Diagnosis: Light-chain deposit disease
Light microscopy features in the present case can suggest several kidney diseases: Diabetic nephropathy, amyloidosis, some cases of membranoproliferative glomerulonephritis, fibrillary and immunotactoide glomerulonephritis, and light-chain deposition disease (LCDD).
In diabetic nephropathy can be difficult differential diagnosis with LCDD at the light microscopic level of examination. However, a distinctive feature is in the arterioles: the demonstration of hyalinization of both afferent and efferent vessels is virtually limited to diabetes. Also, the glomerular basement membrane is thickened in diabetes. Glomerular nodules in diabetic nephropathy are intensively positive with methenamine-silver stain.
In amyloidosis Congo-red stain deposits in mesangium, capillary walls, interstitium, and blood vessels, demonstrating apple-green birefringence when examined in polarized light.
Some cases of membranoproliferative glomerulonephritis (MPGN) can be difficult to differentiate of other nodular glomerulonephritis, but we will find the other morphological and clinical features of this MPGN.
Fibrillary and immunotactoid glomerulonephritis are rare diseases; there are characteristic ultrastructural changes: the deposits are non-branching fibrils or microtubules that are distributed throughout the mesangial matrix and basement membranes (diameter range 10–45 nm). Usually is less nodular than LCDD.
In the present case Congo-red stain was negative and immunohistochemical study shown positive kappa ligh-chains deposits (Figure 7)
Immunoflurescence failed to show staining for IgG, IgA, IgM, C3, C1q, or lambda ligh-chains.
Complementary studies found multiple myeloma (kappa) confirmed with bone marrow aspirate and biopsy.
Figure 7. Left: Congo-red stain: negative in glomerular and tubular deposits. There was not birefringence when examined in polarized light, X400. Right: Immunostain with anti-kappa antibodies show intense positiviti in basal tubular membranas. There was positiviti in glomerular nodules too, X200.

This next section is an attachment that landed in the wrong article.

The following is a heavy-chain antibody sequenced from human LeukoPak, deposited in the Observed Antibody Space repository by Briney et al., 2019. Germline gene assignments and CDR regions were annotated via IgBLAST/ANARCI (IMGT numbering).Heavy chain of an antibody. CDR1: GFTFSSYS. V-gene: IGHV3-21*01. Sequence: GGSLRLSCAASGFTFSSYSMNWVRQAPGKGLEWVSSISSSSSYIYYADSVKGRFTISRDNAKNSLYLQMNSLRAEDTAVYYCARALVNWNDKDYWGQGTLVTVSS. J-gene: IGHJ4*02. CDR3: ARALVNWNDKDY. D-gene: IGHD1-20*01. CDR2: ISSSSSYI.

Light-chain deposition disease (LCDD) is the deposition of monoclonal, amorphous, noncongophilic light chains in multiple organs that do not exhibit a fibrillar structure when examined ultrastructurally. Renal disease: renal insufficiency, proteinuria, and nephrotic syndrome, is the major manifestation. LCDD may be associated with multiple myeloma or lymphoproliferative disease, but as many as 50% of patients have no evidence of neoplastic plasma cell proliferation. Approximately 85% of cases are associated with kappa light-chain deposition. A monoclonal protein of the same light-chain type is usually demonstrated in serum or urine, but approximately 25% of patients have no demonstrable light chain in serum or urine by immunoelectrophoresis or immunofixation. Even in the absence of a monoclonal light chain in serum or urine, immunofluorescence usually demonstrates a monoclonal population of plasma cells in the bone marrow of these patients.
The renal lesion is usually a nodular mesangial lesion that is often indistinguishable from diabetic lesions by light microscopy. Immunofluorescence and electron microscopy are essential in making the diagnosis, and the findings on renal biopsy are often the first evidence of LCDD.
The frequency of LCDD is unknown. Treatment with cytotoxic chemotherapy may result in disease stabilization and/or improvement in end-organ damage.
Sites of light-chain deposition include the kidney, liver, heart, small intestine, spleen, skin, nervous system, and bone marrow. Renal involvement in the form of proteinuria or renal insufficiency is the most common manifestation. Sites of deposit in the kidney can vary and include the tubular basement membrane, the Bowman capsule, and the glomeruli.